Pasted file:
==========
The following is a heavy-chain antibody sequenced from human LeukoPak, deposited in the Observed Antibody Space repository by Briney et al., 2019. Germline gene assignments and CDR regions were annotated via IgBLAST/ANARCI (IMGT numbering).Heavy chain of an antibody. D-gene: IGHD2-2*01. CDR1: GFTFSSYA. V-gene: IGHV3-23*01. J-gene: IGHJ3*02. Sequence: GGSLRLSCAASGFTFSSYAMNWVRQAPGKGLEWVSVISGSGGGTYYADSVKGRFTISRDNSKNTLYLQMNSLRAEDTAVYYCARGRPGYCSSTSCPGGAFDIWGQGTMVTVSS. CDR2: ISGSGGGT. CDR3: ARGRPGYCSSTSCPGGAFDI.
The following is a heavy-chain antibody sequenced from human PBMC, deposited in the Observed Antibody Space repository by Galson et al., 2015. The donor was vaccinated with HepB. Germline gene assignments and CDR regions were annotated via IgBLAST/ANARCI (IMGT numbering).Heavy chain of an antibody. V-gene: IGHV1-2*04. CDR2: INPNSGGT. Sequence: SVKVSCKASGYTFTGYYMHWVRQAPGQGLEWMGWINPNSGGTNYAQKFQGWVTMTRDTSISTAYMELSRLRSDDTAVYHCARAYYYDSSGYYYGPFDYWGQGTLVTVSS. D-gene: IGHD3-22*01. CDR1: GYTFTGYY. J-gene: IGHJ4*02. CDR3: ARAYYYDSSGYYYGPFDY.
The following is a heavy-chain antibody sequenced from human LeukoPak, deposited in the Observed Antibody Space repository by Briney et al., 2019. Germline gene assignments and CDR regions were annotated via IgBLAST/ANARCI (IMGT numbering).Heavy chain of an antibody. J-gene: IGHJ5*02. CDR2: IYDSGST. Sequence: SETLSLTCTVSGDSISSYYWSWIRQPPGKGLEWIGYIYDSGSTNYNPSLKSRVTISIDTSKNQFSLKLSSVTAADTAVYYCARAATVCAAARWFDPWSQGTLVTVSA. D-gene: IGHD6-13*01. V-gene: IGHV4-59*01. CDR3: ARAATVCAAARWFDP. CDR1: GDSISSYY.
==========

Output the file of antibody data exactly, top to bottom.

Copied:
The following is a heavy-chain antibody sequenced from human LeukoPak, deposited in the Observed Antibody Space repository by Briney et al., 2019. Germline gene assignments and CDR regions were annotated via IgBLAST/ANARCI (IMGT numbering).Heavy chain of an antibody. D-gene: IGHD2-2*01. CDR1: GFTFSSYA. V-gene: IGHV3-23*01. J-gene: IGHJ3*02. Sequence: GGSLRLSCAASGFTFSSYAMNWVRQAPGKGLEWVSVISGSGGGTYYADSVKGRFTISRDNSKNTLYLQMNSLRAEDTAVYYCARGRPGYCSSTSCPGGAFDIWGQGTMVTVSS. CDR2: ISGSGGGT. CDR3: ARGRPGYCSSTSCPGGAFDI.
The following is a heavy-chain antibody sequenced from human PBMC, deposited in the Observed Antibody Space repository by Galson et al., 2015. The donor was vaccinated with HepB. Germline gene assignments and CDR regions were annotated via IgBLAST/ANARCI (IMGT numbering).Heavy chain of an antibody. V-gene: IGHV1-2*04. CDR2: INPNSGGT. Sequence: SVKVSCKASGYTFTGYYMHWVRQAPGQGLEWMGWINPNSGGTNYAQKFQGWVTMTRDTSISTAYMELSRLRSDDTAVYHCARAYYYDSSGYYYGPFDYWGQGTLVTVSS. D-gene: IGHD3-22*01. CDR1: GYTFTGYY. J-gene: IGHJ4*02. CDR3: ARAYYYDSSGYYYGPFDY.
The following is a heavy-chain antibody sequenced from human LeukoPak, deposited in the Observed Antibody Space repository by Briney et al., 2019. Germline gene assignments and CDR regions were annotated via IgBLAST/ANARCI (IMGT numbering).Heavy chain of an antibody. J-gene: IGHJ5*02. CDR2: IYDSGST. Sequence: SETLSLTCTVSGDSISSYYWSWIRQPPGKGLEWIGYIYDSGSTNYNPSLKSRVTISIDTSKNQFSLKLSSVTAADTAVYYCARAATVCAAARWFDPWSQGTLVTVSA. D-gene: IGHD6-13*01. V-gene: IGHV4-59*01. CDR3: ARAATVCAAARWFDP. CDR1: GDSISSYY.